Buying a Franchise

The Perfect Franchise Job

Sometimes you hear people scornfully saying that investing in a franchise business opportunity is “just buying a job.” This is said in a scornful way because there’s a background assumption that being an entrepreneur is a higher form of work. Building and selling your business, then retiring on the wealth you created, is considered a higher form of work than having a satisfying job by the people who say these scornful things.

Think again.

Do people buy jobs?

Of course they do. Investing in vocational training, a college education, a snazzy resume, a job-hunting wardrobe, and all the other accoutrements of the job-hunter is an investment in getting a job. There are jobs (such as a partnership in a law firm) which require buy-in, but most people with satisfying jobs have made a significant investment of time and money to get there. Calling it “investing in your career” instead of “buying a job” doesn’t change the facts.

Do businesses create wealth?

Some do and some don’t, if we’re talking about personal wealth. More than half of small businesses in the U.S. fold in the early years, and plenty of businesses close when the owners retire. They may have sold their business for a tidy sum, but they may also have provided a satisfying job for themselves and closed the business with no more wealth than any canny employee could have built in the same time.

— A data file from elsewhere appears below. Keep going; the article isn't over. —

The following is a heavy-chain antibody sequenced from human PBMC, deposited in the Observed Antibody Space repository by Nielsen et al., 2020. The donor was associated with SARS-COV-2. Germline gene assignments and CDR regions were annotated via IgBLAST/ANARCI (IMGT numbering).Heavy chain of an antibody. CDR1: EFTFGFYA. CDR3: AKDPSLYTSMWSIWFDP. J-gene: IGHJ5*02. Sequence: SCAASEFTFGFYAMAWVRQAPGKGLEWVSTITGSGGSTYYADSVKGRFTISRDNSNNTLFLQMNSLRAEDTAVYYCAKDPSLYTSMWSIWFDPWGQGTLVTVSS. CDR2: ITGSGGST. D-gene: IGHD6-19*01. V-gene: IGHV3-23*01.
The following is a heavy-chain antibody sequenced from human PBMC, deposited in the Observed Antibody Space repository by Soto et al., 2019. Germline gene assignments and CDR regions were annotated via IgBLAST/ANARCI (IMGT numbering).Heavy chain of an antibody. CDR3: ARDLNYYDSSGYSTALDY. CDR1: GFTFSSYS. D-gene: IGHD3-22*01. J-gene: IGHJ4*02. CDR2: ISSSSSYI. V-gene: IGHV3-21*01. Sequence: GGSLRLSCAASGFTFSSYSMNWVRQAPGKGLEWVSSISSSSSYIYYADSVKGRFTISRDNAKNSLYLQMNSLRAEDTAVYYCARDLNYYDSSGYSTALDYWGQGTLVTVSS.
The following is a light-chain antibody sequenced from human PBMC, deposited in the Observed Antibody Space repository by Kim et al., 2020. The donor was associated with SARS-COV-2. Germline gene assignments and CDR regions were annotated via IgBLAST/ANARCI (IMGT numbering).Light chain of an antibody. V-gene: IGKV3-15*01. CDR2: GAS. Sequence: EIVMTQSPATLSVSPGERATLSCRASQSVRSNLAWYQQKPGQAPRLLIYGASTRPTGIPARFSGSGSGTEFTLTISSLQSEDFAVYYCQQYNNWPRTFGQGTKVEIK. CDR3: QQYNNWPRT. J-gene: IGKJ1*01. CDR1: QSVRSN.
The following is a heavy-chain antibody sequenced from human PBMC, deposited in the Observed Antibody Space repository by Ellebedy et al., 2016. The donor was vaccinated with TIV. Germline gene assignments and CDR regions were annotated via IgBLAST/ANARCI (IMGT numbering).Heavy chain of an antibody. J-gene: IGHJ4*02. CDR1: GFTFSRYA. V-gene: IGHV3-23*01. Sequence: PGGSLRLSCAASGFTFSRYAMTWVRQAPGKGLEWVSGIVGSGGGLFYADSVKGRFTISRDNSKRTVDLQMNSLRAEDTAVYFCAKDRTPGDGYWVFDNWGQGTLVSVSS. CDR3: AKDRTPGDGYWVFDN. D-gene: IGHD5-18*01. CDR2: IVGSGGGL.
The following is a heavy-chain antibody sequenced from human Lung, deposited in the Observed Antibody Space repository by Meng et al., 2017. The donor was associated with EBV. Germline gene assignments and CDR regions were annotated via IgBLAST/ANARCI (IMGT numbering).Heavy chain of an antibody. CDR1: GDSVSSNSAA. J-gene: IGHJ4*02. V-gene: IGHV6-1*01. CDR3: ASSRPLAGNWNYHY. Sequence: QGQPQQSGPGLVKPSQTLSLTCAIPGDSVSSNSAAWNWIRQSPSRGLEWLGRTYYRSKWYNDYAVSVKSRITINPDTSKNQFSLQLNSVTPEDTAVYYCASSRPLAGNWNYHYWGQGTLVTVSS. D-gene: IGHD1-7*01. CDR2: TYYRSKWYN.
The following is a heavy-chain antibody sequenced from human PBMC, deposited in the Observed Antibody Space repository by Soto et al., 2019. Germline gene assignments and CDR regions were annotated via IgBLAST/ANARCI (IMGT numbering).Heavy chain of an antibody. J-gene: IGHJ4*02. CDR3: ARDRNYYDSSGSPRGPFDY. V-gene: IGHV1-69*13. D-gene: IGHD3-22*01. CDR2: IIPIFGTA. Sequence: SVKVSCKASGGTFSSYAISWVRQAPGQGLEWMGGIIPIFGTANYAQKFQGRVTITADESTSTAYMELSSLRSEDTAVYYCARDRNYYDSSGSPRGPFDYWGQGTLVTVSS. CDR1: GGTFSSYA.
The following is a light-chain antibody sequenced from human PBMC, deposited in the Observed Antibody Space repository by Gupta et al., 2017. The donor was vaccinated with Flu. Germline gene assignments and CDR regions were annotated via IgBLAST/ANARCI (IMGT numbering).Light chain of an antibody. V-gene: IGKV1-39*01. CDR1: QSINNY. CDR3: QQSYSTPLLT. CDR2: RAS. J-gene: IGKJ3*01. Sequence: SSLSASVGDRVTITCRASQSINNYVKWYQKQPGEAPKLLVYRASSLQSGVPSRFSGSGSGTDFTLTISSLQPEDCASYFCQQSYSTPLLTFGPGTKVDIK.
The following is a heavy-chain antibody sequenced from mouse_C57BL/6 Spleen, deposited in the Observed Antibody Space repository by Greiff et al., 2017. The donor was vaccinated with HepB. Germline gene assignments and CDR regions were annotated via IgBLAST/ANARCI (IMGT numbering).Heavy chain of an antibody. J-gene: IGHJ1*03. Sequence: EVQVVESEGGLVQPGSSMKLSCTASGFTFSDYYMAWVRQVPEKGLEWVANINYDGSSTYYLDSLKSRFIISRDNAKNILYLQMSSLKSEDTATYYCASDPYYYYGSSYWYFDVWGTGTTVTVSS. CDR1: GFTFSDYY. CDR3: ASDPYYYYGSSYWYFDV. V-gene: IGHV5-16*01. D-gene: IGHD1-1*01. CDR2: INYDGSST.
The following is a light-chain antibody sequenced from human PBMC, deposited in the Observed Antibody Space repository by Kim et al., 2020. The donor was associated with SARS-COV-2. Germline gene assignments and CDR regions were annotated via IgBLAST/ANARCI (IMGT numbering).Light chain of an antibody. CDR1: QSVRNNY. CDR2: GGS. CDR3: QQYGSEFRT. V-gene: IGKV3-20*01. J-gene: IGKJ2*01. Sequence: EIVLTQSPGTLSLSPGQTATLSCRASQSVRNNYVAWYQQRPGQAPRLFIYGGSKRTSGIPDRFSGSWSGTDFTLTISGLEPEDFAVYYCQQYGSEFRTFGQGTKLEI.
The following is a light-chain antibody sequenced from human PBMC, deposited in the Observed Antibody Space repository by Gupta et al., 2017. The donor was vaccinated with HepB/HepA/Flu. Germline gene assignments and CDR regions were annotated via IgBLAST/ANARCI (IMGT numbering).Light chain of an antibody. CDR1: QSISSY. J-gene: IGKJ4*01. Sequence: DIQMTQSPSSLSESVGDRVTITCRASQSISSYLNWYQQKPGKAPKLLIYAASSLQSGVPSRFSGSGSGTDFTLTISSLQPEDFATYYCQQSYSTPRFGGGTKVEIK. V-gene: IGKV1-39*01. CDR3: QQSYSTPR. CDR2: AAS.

Is a business a job?

For most small businesses, the owner of the business is a worker, at least at first. He or she may become an executive if the business is successful, but that usually requires plenty of hard work. Many small business owners happily continue with their lifestyle businesses for many years, enjoying the opportunity to work for themselves or to work with their families. Whether the business is a franchise or not isn’t necessarily relevant.

So forget the “just buying a job” jabs and think about whether investing in a franchise will give you a satisfying career. That is one of the positive outcomes franchise business opportunities offer. If you plan to be an executive franchisee with multiple profitable units, you might not need to think about what a franchise offers you in terms of employment. If you want to have meaningful work, it matters.

Different jobs offer different things:

  • Money. If you don’t get paid, it’s a hobby, but a high income might not be on your list of things you want in a job. Retirees, parents wanting to have something on the side while they bring up children, or people who have a financially rewarding job which doesn’t bring them the emotional rewards they want — these are just a few of the kinds of franchisees who may not put money first.
  • Prestige. Some jobs have more prestige than others, and some people care about this more than others. If you see business ownership as a path to social advancement, this is something to think about. Imagine answering, “What do you do?” with the primary offering of the franchise you are considering and see how proud it makes you feel.
  • Making a difference. A franchise that lets you give back to your community and make a difference for causes you care about may give you satisfaction that makes money and prestige irrelevant to your choice. If this is the most important part of a job for you, make sure to include questions about this aspect of the franchises you consider.
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